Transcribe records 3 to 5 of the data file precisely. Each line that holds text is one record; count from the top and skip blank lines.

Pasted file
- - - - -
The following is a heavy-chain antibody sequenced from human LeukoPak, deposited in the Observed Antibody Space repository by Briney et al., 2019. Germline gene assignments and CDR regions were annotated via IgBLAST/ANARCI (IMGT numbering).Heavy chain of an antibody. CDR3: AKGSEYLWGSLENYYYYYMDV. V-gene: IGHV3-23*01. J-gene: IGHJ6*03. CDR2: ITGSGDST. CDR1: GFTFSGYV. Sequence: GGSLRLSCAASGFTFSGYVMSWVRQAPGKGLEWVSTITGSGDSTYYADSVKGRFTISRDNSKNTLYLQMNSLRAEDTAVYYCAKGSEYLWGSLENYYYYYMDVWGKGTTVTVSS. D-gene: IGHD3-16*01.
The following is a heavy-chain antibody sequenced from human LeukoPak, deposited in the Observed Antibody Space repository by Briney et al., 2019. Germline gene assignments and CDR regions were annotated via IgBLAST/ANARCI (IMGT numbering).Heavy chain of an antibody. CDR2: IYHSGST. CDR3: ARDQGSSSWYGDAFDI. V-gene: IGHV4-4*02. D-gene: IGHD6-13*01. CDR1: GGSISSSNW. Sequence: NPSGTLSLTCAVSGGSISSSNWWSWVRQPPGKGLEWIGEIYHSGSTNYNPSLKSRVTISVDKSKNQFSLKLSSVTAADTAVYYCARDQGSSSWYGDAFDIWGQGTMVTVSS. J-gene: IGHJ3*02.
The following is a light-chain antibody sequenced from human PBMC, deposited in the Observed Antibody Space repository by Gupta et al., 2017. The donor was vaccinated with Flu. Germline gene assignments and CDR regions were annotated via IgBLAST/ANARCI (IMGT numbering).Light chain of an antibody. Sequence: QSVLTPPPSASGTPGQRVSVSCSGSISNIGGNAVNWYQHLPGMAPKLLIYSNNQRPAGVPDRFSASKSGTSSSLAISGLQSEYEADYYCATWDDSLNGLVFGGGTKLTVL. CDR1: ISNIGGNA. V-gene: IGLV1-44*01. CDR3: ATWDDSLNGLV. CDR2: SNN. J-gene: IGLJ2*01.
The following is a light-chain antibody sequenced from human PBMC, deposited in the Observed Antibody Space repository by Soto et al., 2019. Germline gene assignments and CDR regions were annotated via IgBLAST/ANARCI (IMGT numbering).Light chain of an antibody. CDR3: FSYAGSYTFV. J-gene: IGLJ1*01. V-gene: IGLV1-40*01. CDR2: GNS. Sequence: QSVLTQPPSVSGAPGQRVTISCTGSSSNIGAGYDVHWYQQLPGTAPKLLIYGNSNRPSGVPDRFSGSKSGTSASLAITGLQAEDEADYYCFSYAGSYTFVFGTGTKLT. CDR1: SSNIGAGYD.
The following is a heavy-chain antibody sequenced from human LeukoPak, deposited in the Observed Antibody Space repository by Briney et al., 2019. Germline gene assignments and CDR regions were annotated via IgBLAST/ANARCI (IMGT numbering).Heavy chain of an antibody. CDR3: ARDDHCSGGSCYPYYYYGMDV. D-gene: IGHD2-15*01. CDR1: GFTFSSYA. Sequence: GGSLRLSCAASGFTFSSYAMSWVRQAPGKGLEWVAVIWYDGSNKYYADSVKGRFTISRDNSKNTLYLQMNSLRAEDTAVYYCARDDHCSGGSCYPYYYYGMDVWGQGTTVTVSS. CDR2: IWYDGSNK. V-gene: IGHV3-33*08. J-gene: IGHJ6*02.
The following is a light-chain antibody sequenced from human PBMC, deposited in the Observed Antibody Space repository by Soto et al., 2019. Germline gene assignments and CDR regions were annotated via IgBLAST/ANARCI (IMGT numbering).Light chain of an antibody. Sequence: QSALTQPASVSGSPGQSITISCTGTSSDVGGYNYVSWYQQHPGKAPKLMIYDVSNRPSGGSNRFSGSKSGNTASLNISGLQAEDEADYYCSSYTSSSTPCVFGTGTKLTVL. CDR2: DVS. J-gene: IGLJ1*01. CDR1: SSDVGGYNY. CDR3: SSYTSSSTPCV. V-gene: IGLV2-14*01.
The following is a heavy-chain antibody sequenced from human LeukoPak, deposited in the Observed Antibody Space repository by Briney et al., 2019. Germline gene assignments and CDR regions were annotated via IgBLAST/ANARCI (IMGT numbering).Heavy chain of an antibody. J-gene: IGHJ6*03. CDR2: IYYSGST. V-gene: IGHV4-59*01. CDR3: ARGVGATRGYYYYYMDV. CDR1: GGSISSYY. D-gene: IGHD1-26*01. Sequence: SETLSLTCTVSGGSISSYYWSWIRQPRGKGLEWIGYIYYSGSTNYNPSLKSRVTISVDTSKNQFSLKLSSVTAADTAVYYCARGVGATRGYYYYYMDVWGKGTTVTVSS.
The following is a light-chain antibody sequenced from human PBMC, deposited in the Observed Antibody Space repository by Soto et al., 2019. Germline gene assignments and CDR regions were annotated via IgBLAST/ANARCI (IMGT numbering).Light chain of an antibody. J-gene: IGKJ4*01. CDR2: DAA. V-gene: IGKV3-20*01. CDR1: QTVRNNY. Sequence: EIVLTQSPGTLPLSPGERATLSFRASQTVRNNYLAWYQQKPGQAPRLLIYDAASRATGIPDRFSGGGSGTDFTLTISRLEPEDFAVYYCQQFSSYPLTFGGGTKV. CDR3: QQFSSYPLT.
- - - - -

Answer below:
The following is a light-chain antibody sequenced from human PBMC, deposited in the Observed Antibody Space repository by Gupta et al., 2017. The donor was vaccinated with Flu. Germline gene assignments and CDR regions were annotated via IgBLAST/ANARCI (IMGT numbering).Light chain of an antibody. Sequence: QSVLTPPPSASGTPGQRVSVSCSGSISNIGGNAVNWYQHLPGMAPKLLIYSNNQRPAGVPDRFSASKSGTSSSLAISGLQSEYEADYYCATWDDSLNGLVFGGGTKLTVL. CDR1: ISNIGGNA. V-gene: IGLV1-44*01. CDR3: ATWDDSLNGLV. CDR2: SNN. J-gene: IGLJ2*01.
The following is a light-chain antibody sequenced from human PBMC, deposited in the Observed Antibody Space repository by Soto et al., 2019. Germline gene assignments and CDR regions were annotated via IgBLAST/ANARCI (IMGT numbering).Light chain of an antibody. CDR3: FSYAGSYTFV. J-gene: IGLJ1*01. V-gene: IGLV1-40*01. CDR2: GNS. Sequence: QSVLTQPPSVSGAPGQRVTISCTGSSSNIGAGYDVHWYQQLPGTAPKLLIYGNSNRPSGVPDRFSGSKSGTSASLAITGLQAEDEADYYCFSYAGSYTFVFGTGTKLT. CDR1: SSNIGAGYD.
The following is a heavy-chain antibody sequenced from human LeukoPak, deposited in the Observed Antibody Space repository by Briney et al., 2019. Germline gene assignments and CDR regions were annotated via IgBLAST/ANARCI (IMGT numbering).Heavy chain of an antibody. CDR3: ARDDHCSGGSCYPYYYYGMDV. D-gene: IGHD2-15*01. CDR1: GFTFSSYA. Sequence: GGSLRLSCAASGFTFSSYAMSWVRQAPGKGLEWVAVIWYDGSNKYYADSVKGRFTISRDNSKNTLYLQMNSLRAEDTAVYYCARDDHCSGGSCYPYYYYGMDVWGQGTTVTVSS. CDR2: IWYDGSNK. V-gene: IGHV3-33*08. J-gene: IGHJ6*02.